Sexually assaulting someone should be unforgivable and inexcusable. However, a slew of prominent cisgender men recently accused of sexual misconduct have denied the allegations by making excuses, including Kevin Spacey and Harvey Weinstein. By doing this, they are saying that their actions are excusable and that sexual misconduct is no big deal.
For those who also fail to see just how bad sexual violence really is, Kate Harding, co-editor of the book Nasty Women: Feminism, Resistance, and Revolution in Trump's America, started a Twitter thread commenting on the topic. In the thread, Harding compares sexual predators to those who have stabbed people.
“I am sorry for all the times I stabbed men, just a little, in my previous workplace. After years of counseling, I stopped stabbing men,” she tweeted, in quotation marks. Harding's tweet is a clear analogy for when sexual predators make excuses for their misconduct. The statement is a ridiculous way for a person who has stabbed someone to defend their actions–so why, when assaulters say the same thing about mistreating women and other victims, does society forgive them and allow them to continue to work? (For example, Woody Allen's career has not suffered despite allegations of sexually abusing his adoptive daughter 25 years ago.)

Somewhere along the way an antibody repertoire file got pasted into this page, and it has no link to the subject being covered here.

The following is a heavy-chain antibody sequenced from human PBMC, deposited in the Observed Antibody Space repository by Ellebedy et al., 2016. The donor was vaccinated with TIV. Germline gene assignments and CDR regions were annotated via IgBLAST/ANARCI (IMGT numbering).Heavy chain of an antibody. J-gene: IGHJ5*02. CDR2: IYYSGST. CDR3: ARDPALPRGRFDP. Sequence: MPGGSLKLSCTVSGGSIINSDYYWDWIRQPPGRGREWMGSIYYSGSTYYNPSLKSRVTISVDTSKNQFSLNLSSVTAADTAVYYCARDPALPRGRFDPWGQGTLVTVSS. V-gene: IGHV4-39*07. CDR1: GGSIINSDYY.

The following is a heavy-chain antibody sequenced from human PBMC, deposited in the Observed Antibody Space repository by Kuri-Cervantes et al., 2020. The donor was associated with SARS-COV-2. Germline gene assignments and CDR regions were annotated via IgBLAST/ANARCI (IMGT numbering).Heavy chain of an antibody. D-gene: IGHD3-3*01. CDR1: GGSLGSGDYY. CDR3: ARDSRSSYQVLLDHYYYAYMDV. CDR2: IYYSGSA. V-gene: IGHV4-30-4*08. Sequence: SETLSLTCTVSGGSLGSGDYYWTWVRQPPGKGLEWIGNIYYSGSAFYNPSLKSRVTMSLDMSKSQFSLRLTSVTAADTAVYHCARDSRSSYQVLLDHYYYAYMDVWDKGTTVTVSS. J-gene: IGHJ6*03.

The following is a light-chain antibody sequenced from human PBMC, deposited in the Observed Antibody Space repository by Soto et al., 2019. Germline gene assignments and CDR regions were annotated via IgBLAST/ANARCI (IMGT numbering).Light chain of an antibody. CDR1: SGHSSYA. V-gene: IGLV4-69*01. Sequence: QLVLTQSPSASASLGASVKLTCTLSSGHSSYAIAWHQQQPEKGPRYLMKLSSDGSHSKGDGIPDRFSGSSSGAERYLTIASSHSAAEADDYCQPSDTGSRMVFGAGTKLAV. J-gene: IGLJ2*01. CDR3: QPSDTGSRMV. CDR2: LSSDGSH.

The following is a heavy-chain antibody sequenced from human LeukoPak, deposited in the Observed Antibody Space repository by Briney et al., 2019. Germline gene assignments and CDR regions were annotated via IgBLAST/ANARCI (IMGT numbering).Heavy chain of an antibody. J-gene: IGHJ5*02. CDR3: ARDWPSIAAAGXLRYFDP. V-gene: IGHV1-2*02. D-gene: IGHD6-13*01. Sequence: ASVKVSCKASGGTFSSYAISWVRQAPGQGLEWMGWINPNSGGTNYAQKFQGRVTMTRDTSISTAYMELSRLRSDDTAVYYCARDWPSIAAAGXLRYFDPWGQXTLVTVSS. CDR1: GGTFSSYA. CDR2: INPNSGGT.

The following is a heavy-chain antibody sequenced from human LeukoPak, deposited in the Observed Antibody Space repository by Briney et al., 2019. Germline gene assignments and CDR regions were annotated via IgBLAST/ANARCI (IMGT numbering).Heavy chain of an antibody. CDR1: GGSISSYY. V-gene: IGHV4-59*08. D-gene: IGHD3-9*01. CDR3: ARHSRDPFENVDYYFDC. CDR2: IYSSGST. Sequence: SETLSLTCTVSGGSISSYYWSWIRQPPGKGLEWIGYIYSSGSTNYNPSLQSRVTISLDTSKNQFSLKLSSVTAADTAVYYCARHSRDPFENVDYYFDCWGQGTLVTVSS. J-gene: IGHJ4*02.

Harding tweeted a few other quotes, using the language of cis men who apologize for sexual misconduct, but she continued to make it about stabbing.
Thousands of others responded, chiming in with other language sexual predators use to make excuses for their behavior, but framing it as if it were about stabbing.
We should look at those who've committed sexual assault the same way we look at those who've stabbed someone, plain and simple. Let's hold sexual predators accountable the same way we hold murderers accountable.